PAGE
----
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Myth Busting: The Top 7 Cultivated Meat Misconceptions

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Cultivated Meat Misconceptions

Cultivated meat, also known as cultured meat, is making people all over the world very curious. The buzz generated by cultivated meat has led to many myths and false truths. This article was written for people who want to understand the real deal behind cultivated meat. Here we go!


What is cultivated meat?

Cultivated meat is like real meat, yet it differs from meat that comes from slaughtered farm animals because it is grown in a controlled laboratory. Meat cultivation begins with the collection of stem cells from living tissue, without harming the animals, which are then cultivated via growth media. Enriched with growth factors, the growth media formulation mimics the animal’s biological system, allowing the cells to develop as they would normally do in natural conditions.


The Top 7 Myths About Cultivated Meat

1. Cultivated meat is not vegan

Is cultivated meat vegan? Vegans have different reasons for their choice of diet. Consumers who don’t like the taste or texture of meat or have adopted an animal-free diet for health reasons, will probably not want to see cultivated meat on their plate any time soon. That said, slaughter-free cultivated meat, with its low environmental impact, can absolutely be a great choice for vegans, especially for environmental, ethical and religious vegans, especially those who eat ultra-processed plant-based alternative meat dishes that don’t really feel or taste like real meat.


2. There is more risk of bacteria exposure in cultivated meat

Cultivated meat is produced under in controlled laboratory conditions, which include tests that are designed to identify any potential contaminations. If we compare lab environments to slaughterhouse conditions, cultivated meat is grown without antibiotics, and there is significantly less chance that it will be affected by foodborne pathogens or bacteria such as E. Coli than farm animal meat. And that’s before we even consider zoonotic diseases, which are transferred from animals to humans, often through the consumption of conventionally-harvested meat.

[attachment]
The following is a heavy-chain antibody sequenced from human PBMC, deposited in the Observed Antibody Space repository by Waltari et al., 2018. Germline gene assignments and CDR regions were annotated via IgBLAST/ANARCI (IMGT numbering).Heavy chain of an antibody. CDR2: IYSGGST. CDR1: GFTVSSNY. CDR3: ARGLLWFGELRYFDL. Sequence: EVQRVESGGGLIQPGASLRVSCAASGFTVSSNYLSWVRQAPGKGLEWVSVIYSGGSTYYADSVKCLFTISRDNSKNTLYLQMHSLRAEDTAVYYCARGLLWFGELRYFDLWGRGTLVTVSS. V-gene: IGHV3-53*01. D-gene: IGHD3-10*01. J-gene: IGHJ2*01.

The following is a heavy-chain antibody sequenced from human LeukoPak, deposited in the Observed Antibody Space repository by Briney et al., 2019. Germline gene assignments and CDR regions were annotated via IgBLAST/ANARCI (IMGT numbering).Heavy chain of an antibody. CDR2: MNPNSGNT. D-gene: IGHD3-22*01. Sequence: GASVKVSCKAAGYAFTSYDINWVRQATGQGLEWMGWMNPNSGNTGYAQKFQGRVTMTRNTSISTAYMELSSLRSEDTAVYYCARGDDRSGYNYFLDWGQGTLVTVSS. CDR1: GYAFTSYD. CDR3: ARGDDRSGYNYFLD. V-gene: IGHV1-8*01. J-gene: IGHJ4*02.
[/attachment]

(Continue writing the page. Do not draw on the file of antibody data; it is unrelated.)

3. Cultivated meat is not kosher or halal

While the combination of cultivated meat and strict religious guidelines is unfamiliar territory, religious leaders from Jewish and Muslim faiths have been making positive pronouncements regarding the potential of cultivated meat to meet the needs of the devout, and cultivated meat companies have been working with them to understand the exact conditions necessary for cultured meat to be considered kosher or halal. cultivated meat is expected to replace many current meat industry practices and standards; therefore, there is reason to believe that a genuine consensus will eventually be reached on matters of cultivated kosher and halal meat, so that the many millions of people who eat kosher and halal can also enjoy cultivated beef and chicken, without the slightest sense of compromise or remorse.


4. The environmental benefits of cultivated meat are minimal